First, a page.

It’s easy to forget about the destinations in your own backyard.
For fans of railroads, local history and miniature models, few local destinations are as compelling as the Medina Railroad Museum.
The museum, housed in the former railroad depot on West Avenue, boasts one of the nation’s largest HO scale model trains and numerous activities that can appeal to a range of audiences.
From the museum, visitors can take rides through the countryside, including fall foliage rides in October, Polar Express rides in November and December, and a Vineyard Express ride to Spring Lake Winery in September.
The train excursions don’t run in the summer months, but there are still attractions in the museum itself.
Visitors can get a look at various railroad scenes throughout the U.S. on the 204-by-14-foot railroad model. The model features scenes of the Falls Road Railroad, which ran from Lockport to Rochester, as well as the Genesee Arch Bridge over the Letchworth Gorge, depicting scenes from the mid-1800s through modern day.
The model, 10 years in the making, began as a passion project of Marty Phelps, who started the train layout in the basement of his Batavia home. After Phelps founded the museum, his model train found a new home.
“The Medina Railroad Museum is a legacy of Marty Phelps’ life and passions,” said Janien Klotzbach, executive director of the museum. “It brings together in one place the ability for people to see and learn about those things about which he was passionate, including railroading, the military and fire safety.”
Phelps, a former city of Batavia firefighter, sold his Batavia home in 1991 to purchase the 114-year-old building that now houses the museum.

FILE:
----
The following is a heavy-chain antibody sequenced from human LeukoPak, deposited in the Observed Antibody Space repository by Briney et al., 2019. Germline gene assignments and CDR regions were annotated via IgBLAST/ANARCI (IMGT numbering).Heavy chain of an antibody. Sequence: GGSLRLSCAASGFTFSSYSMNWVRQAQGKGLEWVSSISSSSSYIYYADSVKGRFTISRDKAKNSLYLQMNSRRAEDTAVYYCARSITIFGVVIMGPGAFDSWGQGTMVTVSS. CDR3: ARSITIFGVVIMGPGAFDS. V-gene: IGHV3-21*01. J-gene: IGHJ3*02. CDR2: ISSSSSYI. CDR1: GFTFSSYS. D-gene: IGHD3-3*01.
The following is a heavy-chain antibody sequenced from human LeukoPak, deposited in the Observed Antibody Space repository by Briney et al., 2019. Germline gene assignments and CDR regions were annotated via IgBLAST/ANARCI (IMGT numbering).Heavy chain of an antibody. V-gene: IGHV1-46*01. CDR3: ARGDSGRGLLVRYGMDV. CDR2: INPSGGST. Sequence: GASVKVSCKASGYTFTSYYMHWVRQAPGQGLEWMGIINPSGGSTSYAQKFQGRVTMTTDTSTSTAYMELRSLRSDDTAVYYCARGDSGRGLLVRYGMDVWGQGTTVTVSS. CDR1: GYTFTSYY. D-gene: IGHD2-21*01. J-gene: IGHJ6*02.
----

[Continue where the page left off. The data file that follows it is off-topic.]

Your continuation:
The 300-foot-long building was built as a freight depot for the New York Central Railroad in 1905. Before that, a small ticket kiosk stood at the depot’s location, large enough for one ticket agent to assist passengers and answer telegraphs.
For the next six decades, the depot was utilized by local manufacturers, including the Heinz Pickle Factory in Medina.
But during the mid-1900s, railroads were on the decline due to the proliferation of Interstate highways and advances in automobiles and air travel. In 1963, the NYCRR sold the depot to Thomas and Helen Hickey, who at the time owned a thriving furniture business on Main Street.
The Hickeys used the depot for storage for four years, then consolidated their business and converted the space into the Village Square Furniture Store. The depot remained a furniture store until the Hickeys retired in 1991.
That same year, Phelps stepped in and bought the building.
In 1997, Phelps turned the museum into a non-profit organization, with the hopes of preserving the history of the local railroad.
Klotzbach said that is the museum’s goal to this day.
“There are important historical artifacts and knowledge that, once lost, will be lost forever,” she said. “The museum’s goal is to preserve this information and make it available to the public.”